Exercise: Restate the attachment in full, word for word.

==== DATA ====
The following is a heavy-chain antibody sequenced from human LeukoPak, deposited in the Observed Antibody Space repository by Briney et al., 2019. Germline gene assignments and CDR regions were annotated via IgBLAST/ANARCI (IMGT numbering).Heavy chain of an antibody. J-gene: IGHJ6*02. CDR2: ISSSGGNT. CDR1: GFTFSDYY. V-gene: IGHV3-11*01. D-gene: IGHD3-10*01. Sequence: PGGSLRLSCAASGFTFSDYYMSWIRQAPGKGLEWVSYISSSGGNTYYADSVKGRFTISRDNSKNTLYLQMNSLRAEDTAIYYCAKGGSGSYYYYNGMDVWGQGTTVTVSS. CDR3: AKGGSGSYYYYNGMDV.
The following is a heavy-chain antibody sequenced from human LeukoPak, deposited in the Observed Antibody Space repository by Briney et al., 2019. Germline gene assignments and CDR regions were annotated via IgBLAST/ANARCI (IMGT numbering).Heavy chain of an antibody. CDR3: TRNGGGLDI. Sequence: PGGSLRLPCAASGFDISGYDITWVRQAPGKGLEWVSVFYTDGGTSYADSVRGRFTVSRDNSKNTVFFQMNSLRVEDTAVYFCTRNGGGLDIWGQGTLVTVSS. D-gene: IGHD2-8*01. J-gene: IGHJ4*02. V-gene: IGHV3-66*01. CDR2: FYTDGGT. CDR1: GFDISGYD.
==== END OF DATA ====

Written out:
The following is a heavy-chain antibody sequenced from human LeukoPak, deposited in the Observed Antibody Space repository by Briney et al., 2019. Germline gene assignments and CDR regions were annotated via IgBLAST/ANARCI (IMGT numbering).Heavy chain of an antibody. J-gene: IGHJ6*02. CDR2: ISSSGGNT. CDR1: GFTFSDYY. V-gene: IGHV3-11*01. D-gene: IGHD3-10*01. Sequence: PGGSLRLSCAASGFTFSDYYMSWIRQAPGKGLEWVSYISSSGGNTYYADSVKGRFTISRDNSKNTLYLQMNSLRAEDTAIYYCAKGGSGSYYYYNGMDVWGQGTTVTVSS. CDR3: AKGGSGSYYYYNGMDV.
The following is a heavy-chain antibody sequenced from human LeukoPak, deposited in the Observed Antibody Space repository by Briney et al., 2019. Germline gene assignments and CDR regions were annotated via IgBLAST/ANARCI (IMGT numbering).Heavy chain of an antibody. CDR3: TRNGGGLDI. Sequence: PGGSLRLPCAASGFDISGYDITWVRQAPGKGLEWVSVFYTDGGTSYADSVRGRFTVSRDNSKNTVFFQMNSLRVEDTAVYFCTRNGGGLDIWGQGTLVTVSS. D-gene: IGHD2-8*01. J-gene: IGHJ4*02. V-gene: IGHV3-66*01. CDR2: FYTDGGT. CDR1: GFDISGYD.